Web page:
On the 1777 map the eighteenth-century equivalent of Galleywood Road continues south past Tile Kiln Farm, just as today it passes by Tile Kiln Farm housing estate. We can see that the western boundary of Lady Mildmay’s park doesn’t coincide exactly with these roads. The area that today lies to the west of Longstomps Avenue and Vicarage Road was probably taken up by fields, also belonging to the Mildmay family.
The southern boundary of the park, certainly at its western edge, followed the line of the border between Moulsham Lodge and Tile Kiln Farm estates, which some of us can remember as a footpath extending as far as Beehive Lane. The park boundary deviates somewhat from this line as it extends eastwards, taking in a portion of what is now Tile Kiln estate. The fact that the familiar east-west ridge of high ground is clearly marked on the old map makes it easier to see how past and present landscapes relate to each other.
The eastern edge of Moulsham Hall park is more difficult to discern from the 1777 map, partly because it crosses the divide between two separate sections of the map. The boundary seems to run down the hill, through the middle of what is now Moulsham Lodge estate – perhaps following the line of what is now Gloucester Avenue or even St Anthony’s Drive – before striking out northwards towards Lodge Farm, of which all that remains today is the original Georgian house surrounded by new houses in Waterson Vale. The short road extending northwards beyond the lodge corresponds to modern-day Moulsham Chase. The road that crosses it a little further along is equivalent, as it runs westwards, to today’s Lady Lane which, as it approached Moulsham Street, may have joined with the end of what is now St John’s Road: it’s difficult to be precise, when so much has changed in the intervening two and half centuries.
Further east, what in 1777 was called Gravelwood Lane I take to correspond to present-day Beehive Lane. The bend in the road where the hilly ridge crosses it can still be seen near the junctions with Sawkins Avenue and Duffield Close, while the house that can be seen to the left of the road at this point on the map is represented today by the buildings occupied today by (according to Google Maps) The Window Company – but which, in my childhood, was still a farm – one that my father remembers visiting on business when he worked for a seed potato company in the 1960s – and marked as ‘Sawkins’ on nineteenth-century maps.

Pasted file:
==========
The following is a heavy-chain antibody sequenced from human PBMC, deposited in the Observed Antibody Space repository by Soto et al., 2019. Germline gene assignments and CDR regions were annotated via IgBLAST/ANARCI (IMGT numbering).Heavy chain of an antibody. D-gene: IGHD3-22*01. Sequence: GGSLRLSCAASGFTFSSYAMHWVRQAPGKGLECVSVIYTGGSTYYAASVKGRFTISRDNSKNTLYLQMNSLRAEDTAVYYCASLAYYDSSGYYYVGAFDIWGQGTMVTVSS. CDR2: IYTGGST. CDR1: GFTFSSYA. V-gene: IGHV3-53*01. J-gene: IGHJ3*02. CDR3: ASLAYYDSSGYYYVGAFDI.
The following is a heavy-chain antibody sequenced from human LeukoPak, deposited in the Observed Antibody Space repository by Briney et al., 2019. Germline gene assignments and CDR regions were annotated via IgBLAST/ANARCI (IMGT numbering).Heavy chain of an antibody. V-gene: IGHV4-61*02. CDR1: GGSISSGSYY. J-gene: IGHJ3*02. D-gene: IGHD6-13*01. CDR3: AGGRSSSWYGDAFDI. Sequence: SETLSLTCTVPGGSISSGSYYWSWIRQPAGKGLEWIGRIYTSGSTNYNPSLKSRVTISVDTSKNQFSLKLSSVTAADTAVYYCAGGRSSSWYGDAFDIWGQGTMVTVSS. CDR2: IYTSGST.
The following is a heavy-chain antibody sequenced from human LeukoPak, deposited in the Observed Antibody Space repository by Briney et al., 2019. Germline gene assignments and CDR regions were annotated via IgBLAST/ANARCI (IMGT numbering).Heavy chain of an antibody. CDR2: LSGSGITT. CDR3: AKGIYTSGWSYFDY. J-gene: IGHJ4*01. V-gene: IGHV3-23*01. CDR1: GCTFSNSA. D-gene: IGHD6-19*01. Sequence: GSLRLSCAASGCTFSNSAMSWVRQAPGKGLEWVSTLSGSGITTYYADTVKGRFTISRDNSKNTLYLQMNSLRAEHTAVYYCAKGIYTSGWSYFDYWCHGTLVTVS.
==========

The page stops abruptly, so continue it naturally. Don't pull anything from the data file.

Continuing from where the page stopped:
Moulsham Hall in 1776
So much for the boundaries of Moulsham Hall park. When we turn to the hall itself, we find Chapman and André’s map provides perhaps the clearest image yet of the buildings and gardens at the heart of the Mildmay estate. In previous posts I’ve argued that the large, square-ish field that was still visible on nineteenth-century maps, and whose outline could still be discerned in aerial photographs from as recently as 1935, marked the site of Moulsham Hall and its gardens and outbuildings. The left-hand edge of this field was bounded by the walled Moulsham Hall Gardens, which survived until their demolition in the early 1960s. These gardens can be seen clearly on the 1777 map, once again on the left edge of the square shape around the hall. At their northern end three small squares – additional gardens? – join them at a right-angle. The dark shape to the right of these squares represents the hall itself, with its circular drive way in front of it (clearly visible in the 1776 illustration reproduced above), and other paths leading off in various directions, presumably providing convenient walks around the immediate environs of the house. The map seems to confirm one’s intuition that the site of the hall lay somewhere between present-day Moulsham Drive, roughly where it meets Oaklands Crescent, and Fortinbras Way, opposite the entrance to Moulsham schools.
To the north of the house is the ‘large sheet of water’ described in a publication of 1809, together with a smaller pond, beside the path leading into the estate from Moulsham Street. This would have been a kind of ‘back entrance’ to the hall from the town, but a grander approach would have been by way of the winding drive through the park from the east, entering via the lodge. Visitors approaching Moulsham Hall from this direction would have seen the house and park in their full splendour.
I’m sure I’ll be returning to Chapman and André’s map in future posts, as it continues to offer new insights into the history of Moulsham.